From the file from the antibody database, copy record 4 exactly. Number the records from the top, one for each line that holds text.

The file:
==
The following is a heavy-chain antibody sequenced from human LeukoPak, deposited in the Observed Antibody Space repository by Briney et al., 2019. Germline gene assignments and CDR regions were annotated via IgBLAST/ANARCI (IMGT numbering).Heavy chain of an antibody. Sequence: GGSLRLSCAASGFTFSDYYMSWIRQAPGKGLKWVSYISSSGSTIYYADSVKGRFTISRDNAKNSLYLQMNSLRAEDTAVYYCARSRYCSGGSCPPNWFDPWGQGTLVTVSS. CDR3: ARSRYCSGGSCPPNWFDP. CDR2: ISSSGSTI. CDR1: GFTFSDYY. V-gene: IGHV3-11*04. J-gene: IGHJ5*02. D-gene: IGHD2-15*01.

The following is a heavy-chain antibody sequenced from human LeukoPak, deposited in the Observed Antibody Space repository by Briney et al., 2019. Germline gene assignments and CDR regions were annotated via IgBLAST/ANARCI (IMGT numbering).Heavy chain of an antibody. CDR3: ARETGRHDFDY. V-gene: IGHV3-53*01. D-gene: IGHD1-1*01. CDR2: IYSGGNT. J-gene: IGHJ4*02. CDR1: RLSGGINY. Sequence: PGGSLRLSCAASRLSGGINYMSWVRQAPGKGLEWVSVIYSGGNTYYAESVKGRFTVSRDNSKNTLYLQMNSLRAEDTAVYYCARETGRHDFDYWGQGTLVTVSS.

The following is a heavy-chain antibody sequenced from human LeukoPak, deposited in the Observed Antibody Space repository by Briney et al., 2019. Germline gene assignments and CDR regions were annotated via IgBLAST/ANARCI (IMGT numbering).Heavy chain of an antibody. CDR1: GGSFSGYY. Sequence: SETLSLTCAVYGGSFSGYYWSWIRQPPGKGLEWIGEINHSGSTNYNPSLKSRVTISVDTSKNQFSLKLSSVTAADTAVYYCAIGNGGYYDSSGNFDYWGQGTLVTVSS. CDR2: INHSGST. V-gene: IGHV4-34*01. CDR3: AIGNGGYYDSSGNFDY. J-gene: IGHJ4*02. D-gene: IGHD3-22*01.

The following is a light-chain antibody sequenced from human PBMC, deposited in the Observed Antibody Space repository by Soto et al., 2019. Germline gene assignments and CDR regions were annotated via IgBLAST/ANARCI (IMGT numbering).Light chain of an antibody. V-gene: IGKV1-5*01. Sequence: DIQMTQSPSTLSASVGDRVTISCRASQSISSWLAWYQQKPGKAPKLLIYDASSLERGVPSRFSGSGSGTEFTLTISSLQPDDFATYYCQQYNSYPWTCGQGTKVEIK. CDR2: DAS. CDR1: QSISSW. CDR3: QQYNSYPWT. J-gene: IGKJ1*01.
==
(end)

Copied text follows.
The following is a light-chain antibody sequenced from human PBMC, deposited in the Observed Antibody Space repository by Soto et al., 2019. Germline gene assignments and CDR regions were annotated via IgBLAST/ANARCI (IMGT numbering).Light chain of an antibody. V-gene: IGKV1-5*01. Sequence: DIQMTQSPSTLSASVGDRVTISCRASQSISSWLAWYQQKPGKAPKLLIYDASSLERGVPSRFSGSGSGTEFTLTISSLQPDDFATYYCQQYNSYPWTCGQGTKVEIK. CDR2: DAS. CDR1: QSISSW. CDR3: QQYNSYPWT. J-gene: IGKJ1*01.